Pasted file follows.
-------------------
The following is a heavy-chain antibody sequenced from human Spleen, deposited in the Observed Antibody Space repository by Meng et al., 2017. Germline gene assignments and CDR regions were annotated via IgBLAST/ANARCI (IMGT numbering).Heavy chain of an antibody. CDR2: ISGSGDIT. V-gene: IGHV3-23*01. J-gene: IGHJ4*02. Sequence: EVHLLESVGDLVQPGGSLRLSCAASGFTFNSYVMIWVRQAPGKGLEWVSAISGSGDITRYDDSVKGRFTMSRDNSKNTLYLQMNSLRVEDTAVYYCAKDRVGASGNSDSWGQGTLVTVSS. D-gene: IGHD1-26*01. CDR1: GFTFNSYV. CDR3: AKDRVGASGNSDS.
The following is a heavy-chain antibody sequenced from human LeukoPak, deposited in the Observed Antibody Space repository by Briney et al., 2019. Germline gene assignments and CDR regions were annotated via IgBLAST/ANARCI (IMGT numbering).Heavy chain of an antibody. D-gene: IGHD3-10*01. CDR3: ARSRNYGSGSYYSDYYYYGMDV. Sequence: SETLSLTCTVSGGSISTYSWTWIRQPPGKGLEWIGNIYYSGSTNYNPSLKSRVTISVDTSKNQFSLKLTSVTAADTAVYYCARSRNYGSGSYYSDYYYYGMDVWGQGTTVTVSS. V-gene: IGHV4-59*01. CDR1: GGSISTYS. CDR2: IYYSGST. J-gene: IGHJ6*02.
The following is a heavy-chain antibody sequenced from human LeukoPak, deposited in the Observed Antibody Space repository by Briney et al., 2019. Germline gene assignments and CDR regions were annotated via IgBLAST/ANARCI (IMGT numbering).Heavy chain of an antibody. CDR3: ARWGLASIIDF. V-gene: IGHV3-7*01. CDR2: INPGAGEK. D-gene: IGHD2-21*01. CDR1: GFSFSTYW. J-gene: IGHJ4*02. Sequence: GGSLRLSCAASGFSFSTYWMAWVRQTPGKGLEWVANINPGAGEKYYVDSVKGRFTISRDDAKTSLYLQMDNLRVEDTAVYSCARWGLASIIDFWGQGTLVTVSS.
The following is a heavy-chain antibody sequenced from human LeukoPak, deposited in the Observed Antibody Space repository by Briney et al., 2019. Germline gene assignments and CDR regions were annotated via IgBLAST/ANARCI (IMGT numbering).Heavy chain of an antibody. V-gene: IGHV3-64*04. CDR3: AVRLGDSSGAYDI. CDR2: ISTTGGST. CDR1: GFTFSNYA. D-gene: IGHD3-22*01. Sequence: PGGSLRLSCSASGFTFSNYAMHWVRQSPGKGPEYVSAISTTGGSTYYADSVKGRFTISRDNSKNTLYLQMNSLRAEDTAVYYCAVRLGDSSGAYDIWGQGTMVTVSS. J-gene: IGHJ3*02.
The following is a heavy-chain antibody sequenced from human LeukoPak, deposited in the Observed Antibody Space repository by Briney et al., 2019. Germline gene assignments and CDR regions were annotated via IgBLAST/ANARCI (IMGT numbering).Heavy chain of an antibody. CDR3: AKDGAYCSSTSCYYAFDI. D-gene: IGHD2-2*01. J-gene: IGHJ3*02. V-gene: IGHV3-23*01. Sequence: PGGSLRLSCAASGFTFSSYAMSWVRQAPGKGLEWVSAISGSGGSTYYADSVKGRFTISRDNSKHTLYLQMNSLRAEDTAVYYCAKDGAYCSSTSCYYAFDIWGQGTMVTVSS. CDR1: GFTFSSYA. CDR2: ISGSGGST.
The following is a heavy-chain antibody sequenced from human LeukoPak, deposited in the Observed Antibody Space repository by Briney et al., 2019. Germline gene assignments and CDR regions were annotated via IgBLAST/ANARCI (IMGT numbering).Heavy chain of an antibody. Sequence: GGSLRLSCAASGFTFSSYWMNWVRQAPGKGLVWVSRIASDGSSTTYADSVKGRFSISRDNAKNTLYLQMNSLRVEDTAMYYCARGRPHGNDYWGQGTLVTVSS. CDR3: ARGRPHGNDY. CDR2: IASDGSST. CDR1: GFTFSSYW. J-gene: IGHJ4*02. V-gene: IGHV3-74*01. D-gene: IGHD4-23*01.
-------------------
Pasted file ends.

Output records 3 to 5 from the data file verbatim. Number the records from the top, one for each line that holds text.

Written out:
The following is a heavy-chain antibody sequenced from human LeukoPak, deposited in the Observed Antibody Space repository by Briney et al., 2019. Germline gene assignments and CDR regions were annotated via IgBLAST/ANARCI (IMGT numbering).Heavy chain of an antibody. CDR3: ARWGLASIIDF. V-gene: IGHV3-7*01. CDR2: INPGAGEK. D-gene: IGHD2-21*01. CDR1: GFSFSTYW. J-gene: IGHJ4*02. Sequence: GGSLRLSCAASGFSFSTYWMAWVRQTPGKGLEWVANINPGAGEKYYVDSVKGRFTISRDDAKTSLYLQMDNLRVEDTAVYSCARWGLASIIDFWGQGTLVTVSS.
The following is a heavy-chain antibody sequenced from human LeukoPak, deposited in the Observed Antibody Space repository by Briney et al., 2019. Germline gene assignments and CDR regions were annotated via IgBLAST/ANARCI (IMGT numbering).Heavy chain of an antibody. V-gene: IGHV3-64*04. CDR3: AVRLGDSSGAYDI. CDR2: ISTTGGST. CDR1: GFTFSNYA. D-gene: IGHD3-22*01. Sequence: PGGSLRLSCSASGFTFSNYAMHWVRQSPGKGPEYVSAISTTGGSTYYADSVKGRFTISRDNSKNTLYLQMNSLRAEDTAVYYCAVRLGDSSGAYDIWGQGTMVTVSS. J-gene: IGHJ3*02.
The following is a heavy-chain antibody sequenced from human LeukoPak, deposited in the Observed Antibody Space repository by Briney et al., 2019. Germline gene assignments and CDR regions were annotated via IgBLAST/ANARCI (IMGT numbering).Heavy chain of an antibody. CDR3: AKDGAYCSSTSCYYAFDI. D-gene: IGHD2-2*01. J-gene: IGHJ3*02. V-gene: IGHV3-23*01. Sequence: PGGSLRLSCAASGFTFSSYAMSWVRQAPGKGLEWVSAISGSGGSTYYADSVKGRFTISRDNSKHTLYLQMNSLRAEDTAVYYCAKDGAYCSSTSCYYAFDIWGQGTMVTVSS. CDR1: GFTFSSYA. CDR2: ISGSGGST.